Review: Mama’s Kitchen
Great Tacos: Chicharron en Salsa Ranchera at Mama’s Kitchen
Mama’s Kitchen is a renovated bright yellow house nestled between a hair salon and a jewelry store on 504 W. Hildebrand Ave. Its trademark yellow sign on the front declares to passing motorists: “110% Mexican food.”
For the better part of a decade, the restaurant has been a popular destination for residents of the surrounding Alta Vista neighborhood and for students of the nearby universities, who receive a 10 percent student discount.
Inside, Mama’s looks like your average Mexican joint: aguas frescas immediately to the right of the entrance, fake plants, pictures of lunch plates hung on the vermilion walls. The old-fashioned style of the place has a certain charm, but the restaurant is set to undergo some big changes.
Owner Hanz Estrada bought the restaurant in March from Gloria and Ofelio Mondragon, who started Mama’s as a change of pace from their previous lives as truck drivers. Estrada has worked his way through the restaurant industry over the past 10 years, starting as a drive-through operator at a Steak and Shake. He now manages a Mediterranean restaurant in Plano and lives in McKinney, and has set his sights on Mama’s as his ingress to life as a restaurateur.
When Estrada heard from a friend about a little Mexican restaurant for sale in San Antonio, five hours from McKinney, he was understandably reluctant. But when that friend gave Estrada’s phone number to the Mondragons, who began contacting Estrada personally, he was compelled to take a weekend road trip to check the place out. After he tasted the food and read promising reviews online, Estrada purchased the restaurant.
Estrada, 35, has big plans to modernize Mama’s Kitchen. He wants to open a second location within the next three years, but he’s starting with small steps. His first change is online ordering; customers will soon be able to order their tacos online and pick them up in the store.
“People get comfortable with what they know instead of adventuring to what technology brings out right now,” Estrada said. “I want to solidify that first.”
Estrada acknowledged the restaurant’s parking situation won’t make to-go orders easy — there’s room for about four cars in the front and a smattering of additional parking in the back — accessible by a tight squeeze between the restaurant and the neighboring hair salon. He said he’s in talks with the owners of the salon to use some of their parking space for Mama’s.
He said he doesn’t plan on removing many menu items, but with the help of his mother, Blanca Estrada, who has been working in the kitchen since he bought it, he’s adding new items and tweaking old ones. Blanca Estrada has been a chef for 20 years, and owns a restaurant in Mexico City, where she normally lives. For four years in the late 80’s, she went to culinary school in Mexico, where she said she was taught by an instructor who was the personal chef of the Miguel de la Madrid, the president of Mexico at the time.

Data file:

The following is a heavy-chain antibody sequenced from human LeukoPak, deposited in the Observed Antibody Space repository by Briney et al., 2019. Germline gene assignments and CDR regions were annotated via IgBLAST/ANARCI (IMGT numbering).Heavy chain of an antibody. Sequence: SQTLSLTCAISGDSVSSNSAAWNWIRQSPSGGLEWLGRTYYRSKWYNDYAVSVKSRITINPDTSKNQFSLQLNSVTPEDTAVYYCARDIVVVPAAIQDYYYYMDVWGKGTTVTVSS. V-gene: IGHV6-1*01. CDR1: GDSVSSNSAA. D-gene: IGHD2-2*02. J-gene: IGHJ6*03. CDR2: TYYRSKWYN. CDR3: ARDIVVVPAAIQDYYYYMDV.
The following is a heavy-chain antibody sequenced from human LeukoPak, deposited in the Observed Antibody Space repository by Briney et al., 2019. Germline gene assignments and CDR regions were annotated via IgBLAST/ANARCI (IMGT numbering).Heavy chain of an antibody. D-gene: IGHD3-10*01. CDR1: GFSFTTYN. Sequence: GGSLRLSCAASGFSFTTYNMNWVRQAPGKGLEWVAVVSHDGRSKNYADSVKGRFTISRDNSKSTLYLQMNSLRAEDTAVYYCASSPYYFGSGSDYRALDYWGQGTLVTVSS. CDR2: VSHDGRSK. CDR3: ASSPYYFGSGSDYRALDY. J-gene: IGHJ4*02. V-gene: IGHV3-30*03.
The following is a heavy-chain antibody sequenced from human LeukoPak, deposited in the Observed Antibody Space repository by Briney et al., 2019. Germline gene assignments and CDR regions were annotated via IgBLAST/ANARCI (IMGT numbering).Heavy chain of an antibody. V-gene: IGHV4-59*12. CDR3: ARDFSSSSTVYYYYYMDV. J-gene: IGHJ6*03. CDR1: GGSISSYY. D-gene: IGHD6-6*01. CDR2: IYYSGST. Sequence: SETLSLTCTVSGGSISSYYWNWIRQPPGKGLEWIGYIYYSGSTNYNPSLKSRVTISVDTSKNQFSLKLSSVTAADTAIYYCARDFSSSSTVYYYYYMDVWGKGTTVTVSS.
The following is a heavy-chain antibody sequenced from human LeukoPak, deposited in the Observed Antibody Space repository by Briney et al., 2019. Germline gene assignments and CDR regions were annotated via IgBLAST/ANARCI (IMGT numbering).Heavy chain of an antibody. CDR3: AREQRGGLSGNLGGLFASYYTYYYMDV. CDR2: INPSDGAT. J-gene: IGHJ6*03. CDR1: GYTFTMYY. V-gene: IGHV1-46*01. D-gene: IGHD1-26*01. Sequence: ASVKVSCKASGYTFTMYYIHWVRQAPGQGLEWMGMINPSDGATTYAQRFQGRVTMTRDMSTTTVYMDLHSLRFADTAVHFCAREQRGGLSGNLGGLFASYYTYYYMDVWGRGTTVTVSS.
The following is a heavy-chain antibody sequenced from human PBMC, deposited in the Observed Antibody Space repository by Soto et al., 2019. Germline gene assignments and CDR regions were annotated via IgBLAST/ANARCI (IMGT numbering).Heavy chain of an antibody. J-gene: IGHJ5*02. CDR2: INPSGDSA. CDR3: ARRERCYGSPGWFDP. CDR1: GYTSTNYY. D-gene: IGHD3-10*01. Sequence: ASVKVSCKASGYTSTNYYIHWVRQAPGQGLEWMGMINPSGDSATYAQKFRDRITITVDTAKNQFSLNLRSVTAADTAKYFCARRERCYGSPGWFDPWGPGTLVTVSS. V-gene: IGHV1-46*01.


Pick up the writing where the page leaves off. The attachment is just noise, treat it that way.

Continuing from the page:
Days after buying the restaurant, the Estradas completely replaced the chicharron en salsa ranchera with a new recipe — from a green sauce to a red one and chewy pork skins to soft, slow-cooked ones. That same month, the Tacoist published an article lauding the new recipe and later named it one of San Antonio’s Great Tacos.
In addition to the typical taco combinations, Mama’s is home to some you won’t find in most taquerias — including rice and egg, spinach and egg, and liver and onions. Hanz Estrada said his first instinct was to remove these unusual tacos from the menu, but was surprised at how popular they are. Blanca Estrada said she thought the old menu was “bueno” and required only small changes.
Estrada’s changes so far have been gradual enough that some customers did not know there was new ownership at all.
“I wasn’t even aware there was a change,” Carlos Saavedra, a regular at Mama’s, said.
Saavedra and his friends Thomas Duckworth and Paul Sickler have eaten at Mama’s for four years, Saavedra said. The group convenes at the restaurant, each coming from different corners of San Antonio, to eat breakfast once or twice a month.
“I think it’s always good when you go out to eat that you know that when you go there, you’re going to get what you expect, and that’s that this place is,” Duckworth said.
“And nice service, too,” Saavedra added. “Very welcoming.”
Waitress Silvia Najera has worked at Mama’s for four years, and said she enjoys getting to know regulars.
“I like to be a waitress because I can speak with a lot of people,” Najera said. She said that something as simple as knowing a regular’s typical order can bring them joy when they’re feeling down.
Najera said regulars often enjoy the menudo, which Saavedra also said is one of his favorites.
Hanz Estrada puts a great deal of trust in employees like Najera since he lives in the Metroplex and only comes to San Antonio on weekends, and Blanca Estrada will soon head back to Mexico to tend to her own restaurant. He said running a restaurant that way requires trust in his employees.
“It’s a matter of believing in people,” he said. When he trusts his employees, he said, they feel empowered to run the restaurant in his absence.
“Whenever you empower the people to do stuff, I think you can achieve great things,” he said.
Najera worked alongside the Mondragons for years. She described the restaurant under their leadership as “classic.” She summed up Estrada’s ambitions in six words that could easily replace the restaurant’s old motto with:
“More modern, more fresh, more new.”